4.    Test the communication lines and picture – There is nothing more frustrating when joining a webcast and there are communications problems.  Don’t get me wrong, things happen when using VOIP and the phones lines all on their own.  As a presenter you don’t need any additional issues because you were too idle to test the lines.  Send the link to the webcast to a coworker and have them login and give you the thumbs up that everything is fine.  If having two people presenting have one of them login as an attendee to make sure that anyone attending is seeing what they are supposed to be seeing.  Doing this about 30 minutes prior to the actual webcast avoids any embarrassing glitches during the actual presentation.

5.    Mute all coworkers – This is a must.  I actually had one experience where I was waiting for product demos to start and had coworkers from the presenting company actually having an open dialogue about a project that they were working on.  They had obviously forgotten that they were on an open channel.  If coworkers are logged in to view your webcast ensure that you have muted them before the webcast starts to avoid any embarrassing and unprofessional situations.

6.    Record it! – Always hit the record button when you conduct a webcast for anyone.  I have been on several webcasts where the customer was so impressed with the demo that they wanted to get a copy of the demo to show their boss.  It is better to have the recording and never need it, than to not have it at all.  It is also a fantastic tool to review for yourself and improve your speaking technique.

7.    Let the customer talk – If it is a product demonstration for a specific company then, as a presenter, you need to let the customer speak.  I have seen sales people who simply overwhelm the customer with too much technical data.  Have a plan for your demonstration, but make sure to pause and let the customer ask questions.  You might take things to a bigger sale than you think.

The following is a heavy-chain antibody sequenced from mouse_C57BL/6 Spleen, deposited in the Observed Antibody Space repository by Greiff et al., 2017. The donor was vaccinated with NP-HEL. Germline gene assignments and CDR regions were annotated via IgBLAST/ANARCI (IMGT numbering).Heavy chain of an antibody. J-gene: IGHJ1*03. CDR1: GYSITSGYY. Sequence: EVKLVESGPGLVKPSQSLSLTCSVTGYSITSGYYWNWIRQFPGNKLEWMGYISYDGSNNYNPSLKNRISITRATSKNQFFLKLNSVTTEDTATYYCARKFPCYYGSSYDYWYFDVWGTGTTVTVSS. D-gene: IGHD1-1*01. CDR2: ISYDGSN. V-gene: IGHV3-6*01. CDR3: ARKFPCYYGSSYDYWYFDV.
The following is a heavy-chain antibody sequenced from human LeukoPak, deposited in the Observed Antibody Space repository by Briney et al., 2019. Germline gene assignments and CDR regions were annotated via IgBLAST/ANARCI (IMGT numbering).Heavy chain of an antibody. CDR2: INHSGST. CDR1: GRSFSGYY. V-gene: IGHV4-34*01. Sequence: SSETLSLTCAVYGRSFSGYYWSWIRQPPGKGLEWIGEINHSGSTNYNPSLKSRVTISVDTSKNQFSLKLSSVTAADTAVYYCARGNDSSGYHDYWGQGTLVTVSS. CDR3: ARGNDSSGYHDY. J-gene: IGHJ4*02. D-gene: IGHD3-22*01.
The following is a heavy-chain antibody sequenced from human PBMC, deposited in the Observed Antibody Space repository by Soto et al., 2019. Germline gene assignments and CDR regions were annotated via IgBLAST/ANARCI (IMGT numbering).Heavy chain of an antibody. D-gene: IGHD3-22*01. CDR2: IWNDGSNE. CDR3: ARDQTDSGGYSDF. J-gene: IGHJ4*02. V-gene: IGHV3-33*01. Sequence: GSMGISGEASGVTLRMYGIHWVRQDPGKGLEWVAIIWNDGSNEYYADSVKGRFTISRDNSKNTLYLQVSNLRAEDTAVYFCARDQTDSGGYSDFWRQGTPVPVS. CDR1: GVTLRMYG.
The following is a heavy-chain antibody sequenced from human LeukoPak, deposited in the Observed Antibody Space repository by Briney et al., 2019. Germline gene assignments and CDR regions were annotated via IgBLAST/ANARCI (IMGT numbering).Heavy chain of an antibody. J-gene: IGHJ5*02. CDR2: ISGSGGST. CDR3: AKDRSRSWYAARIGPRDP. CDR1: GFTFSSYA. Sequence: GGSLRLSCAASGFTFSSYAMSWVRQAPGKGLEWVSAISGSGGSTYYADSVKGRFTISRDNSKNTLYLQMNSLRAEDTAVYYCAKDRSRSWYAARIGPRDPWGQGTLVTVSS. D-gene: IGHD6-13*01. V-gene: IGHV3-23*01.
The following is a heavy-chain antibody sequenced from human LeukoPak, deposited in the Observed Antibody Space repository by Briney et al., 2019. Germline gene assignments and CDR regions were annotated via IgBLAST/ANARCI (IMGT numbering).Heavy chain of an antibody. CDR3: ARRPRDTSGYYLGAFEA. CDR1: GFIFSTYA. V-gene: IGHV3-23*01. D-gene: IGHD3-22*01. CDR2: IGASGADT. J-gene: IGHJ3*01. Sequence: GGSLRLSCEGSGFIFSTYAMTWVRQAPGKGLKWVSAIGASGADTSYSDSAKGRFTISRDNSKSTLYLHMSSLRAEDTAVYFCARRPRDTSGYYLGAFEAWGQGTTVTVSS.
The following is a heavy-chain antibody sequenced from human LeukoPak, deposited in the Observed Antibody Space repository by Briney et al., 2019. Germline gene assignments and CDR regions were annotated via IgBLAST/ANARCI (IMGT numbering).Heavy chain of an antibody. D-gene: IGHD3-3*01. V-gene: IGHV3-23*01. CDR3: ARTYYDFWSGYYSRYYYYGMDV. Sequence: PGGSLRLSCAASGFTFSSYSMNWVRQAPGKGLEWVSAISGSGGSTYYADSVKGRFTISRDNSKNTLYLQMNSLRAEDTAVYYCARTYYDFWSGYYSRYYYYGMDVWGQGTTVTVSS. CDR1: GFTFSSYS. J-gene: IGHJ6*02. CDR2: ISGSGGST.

Reliable Controls 8.    Be conscious of the time spent on questions – Webcasts and product demos are a fantastic medium for presenting your clients (and perspective clients) with the opportunity to provide you with valuable information about their project needs.  The one drawback to answering questions during a webcast that is scheduled for a specific timeframe, is that it takes the presenter off course.  It is way too easy to take a webcast off course with questions.  Once one person asks a question it often leads to other questions that can consume valuable time.  A good rule of thumb is to either take one or two questions at a time during a timed webcast, or leave all questions to the end.  I have found that asking attendees to type questions into the chat box is a great way to keep order during a webcast.  The presenter can answer them all at the end of the webcast and not have to worry about meeting time constraints. The trick is to stick to the time limits of the webcast so that the bulk of your audience gets the information that provides them with the benefits of your product or technology so that a follow-up call has a greater probability of leading to closing a sale.